This is the moment to remember first principles, to remember why America was founded, to remember our strivings for liberty, for truth, for justice, to remember the primacy of our Constitution. This is the moment to remember the deep historic mission of the Democratic Party. We are the party of the people. We are the party of FDR and the New Deal. We are the party of JFK and the New Frontier. We are the party of LBJ and the Great Society. We are the party of the courage of Martin Luther King and Rosa Parks, the moral power of Cesar Chavez, the daring of Robert Kennedy, the compassion of Jimmy Carter, the brilliance of Bill Clinton. We have a sacred responsibility to keep alive the spirit of our nation, to protect people's faith in not just our party, but in the political process itself.
At this moment, people's trust in government is on the line. Trust in the Democratic Party is on the line. What does it say if only one month after the voters gave us control of Congress on the issue of Iraq, that we turn around and say we'll keep funding the war? What kind of credibility will our Party have if we say we are opposed to the war, but continue to fund it?
There is still time to change the outcome. There is still time to rescue people's confidence in the Democratic party and their trust in government. But only if someone steps forward quickly to wake the nation and tell the people, to travel to those dozens of cities like Cleveland, to go to the villages, the farms and the factories and say: This is the moment to stop the US occupation. This is the moment to end our war against Iraq. This is the moment to bring our troops home, because the money is there to bring them home. And bring them home we must, to rebuild our cities, to invest in our children, to restore our environment, to work with the world to create new opportunities through peace.
My constituents have called me to action. Their economic future calls me to action. My country calls me to action. My conscience calls me to action. I am not going to stand by and watch thousands more of our brave young American men and women killed in Iraq or permanently injured while our leaders are ready to take action to keep the war going. [applause].
We Democrats were put back in power to bring some sanity back to our nation. We are expected to take a stand. We are expected to assert our constitutional power as a co-equal branch of government. We are expected to do what we said we would do: Get out of Iraq and bring the troops home.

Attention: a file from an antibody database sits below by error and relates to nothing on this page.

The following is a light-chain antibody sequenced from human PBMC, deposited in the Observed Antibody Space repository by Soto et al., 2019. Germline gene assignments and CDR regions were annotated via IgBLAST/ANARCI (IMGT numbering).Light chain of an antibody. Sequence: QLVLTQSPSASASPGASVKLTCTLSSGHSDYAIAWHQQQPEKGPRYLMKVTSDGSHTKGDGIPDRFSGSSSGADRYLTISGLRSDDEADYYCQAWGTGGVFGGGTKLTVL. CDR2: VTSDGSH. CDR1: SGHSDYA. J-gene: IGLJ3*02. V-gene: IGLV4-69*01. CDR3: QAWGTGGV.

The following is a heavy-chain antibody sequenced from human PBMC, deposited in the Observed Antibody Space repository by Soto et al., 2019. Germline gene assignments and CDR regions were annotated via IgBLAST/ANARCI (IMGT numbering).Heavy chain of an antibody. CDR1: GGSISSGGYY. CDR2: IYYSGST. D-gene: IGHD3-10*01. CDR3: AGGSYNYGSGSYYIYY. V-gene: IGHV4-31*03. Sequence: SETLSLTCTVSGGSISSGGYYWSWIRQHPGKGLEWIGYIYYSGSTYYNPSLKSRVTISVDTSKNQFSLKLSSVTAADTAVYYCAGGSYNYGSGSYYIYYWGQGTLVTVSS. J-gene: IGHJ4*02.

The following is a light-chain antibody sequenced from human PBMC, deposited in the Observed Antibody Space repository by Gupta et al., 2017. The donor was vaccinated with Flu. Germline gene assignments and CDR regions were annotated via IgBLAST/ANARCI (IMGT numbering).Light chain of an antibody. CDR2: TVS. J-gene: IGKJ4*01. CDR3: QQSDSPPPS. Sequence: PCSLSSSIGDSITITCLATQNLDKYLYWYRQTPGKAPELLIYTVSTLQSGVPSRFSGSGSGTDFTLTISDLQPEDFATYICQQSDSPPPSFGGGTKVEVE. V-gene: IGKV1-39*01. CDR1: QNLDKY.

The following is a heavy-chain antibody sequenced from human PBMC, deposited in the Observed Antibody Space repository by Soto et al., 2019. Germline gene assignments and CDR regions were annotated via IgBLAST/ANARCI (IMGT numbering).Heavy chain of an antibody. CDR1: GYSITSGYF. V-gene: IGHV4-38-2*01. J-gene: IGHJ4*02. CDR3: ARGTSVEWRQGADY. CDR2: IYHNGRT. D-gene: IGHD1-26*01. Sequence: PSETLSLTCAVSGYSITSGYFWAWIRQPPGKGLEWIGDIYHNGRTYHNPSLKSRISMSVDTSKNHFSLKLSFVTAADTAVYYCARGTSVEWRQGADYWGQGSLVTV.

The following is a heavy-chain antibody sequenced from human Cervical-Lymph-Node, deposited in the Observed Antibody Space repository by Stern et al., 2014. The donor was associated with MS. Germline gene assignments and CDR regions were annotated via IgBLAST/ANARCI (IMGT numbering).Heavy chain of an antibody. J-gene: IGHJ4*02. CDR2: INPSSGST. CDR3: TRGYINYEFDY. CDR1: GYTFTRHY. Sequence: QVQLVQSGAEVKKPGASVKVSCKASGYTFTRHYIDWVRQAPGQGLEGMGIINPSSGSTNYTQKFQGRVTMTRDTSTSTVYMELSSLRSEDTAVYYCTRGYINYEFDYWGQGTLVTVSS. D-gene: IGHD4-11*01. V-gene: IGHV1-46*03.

Clevelanders remember that twenty-eight years ago this week, I put my career on the line to protect the people's right to own a municipal electric system. They remember that I had the courage to stand up for the people, to stand against all odds and to prevail. Years later I was proven right. [applause]. I know what it's like to take a stand. I know what it's like to put my career on the line. And today I am prepared to put my career on the line once again to save my community and my nation from the devastating effects of more war.
Therefore, I am announcing my candidacy for President of the United States with the intention [applause]... therefore, I am announcing my candidacy for President of the United States with the intention of rallying the American people to the cause of our troops in the field, to the cause of stopping more American families from suffering, to the cause of ending a deepening tragedy in Iraq, to the cause of repairing America's reputation in the world, to the cause of the dreams of people in my own neighborhood and in my own city.
I fully expect to win because [applause]... I fully expect to win because when the American people hear this clarion call for a new and a true direction, this call to confirm their intent, their power, I am confident they will respond as powerfully as they did just one month ago, to demand that America quickly change course in Iraq and demand a leader who will make it happen. [applause].
My campaign will be about truth in action. It will be about the power of decisiveness, the power of compassion which comes from an understanding of the imperative of human unity, the imperative of human security, the imperative of peace.
In 2002, I led the effort in the House of Representatives, challenging the Bush Administration's march towards war. It was that effort which gives me hope. Because although the opposition to the war began with only a handful of members of Congress, it soon grew to 125 Democrats. Everything I said then has proven to be true [applause]: Iraq had nothing to do with 911. Iraq had no weapons of mass destruction. Iraq had no intention or capability of attacking the United States. But we attacked Iraq.
Consider these facts and consider that, according to the prestigious Lancet publication, over 650,000 excess deaths have occurred in Iraq as a result of the war. Think about that. 650,000 excess deaths in Iraq as a result of the war. What an injustice has been done to the Iraqi people. We must stop this betrayal of our own heart and work immediately to rally the world community in the cause of relieving the suffering of the Iraqis. But we cannot do it as occupiers. [applause].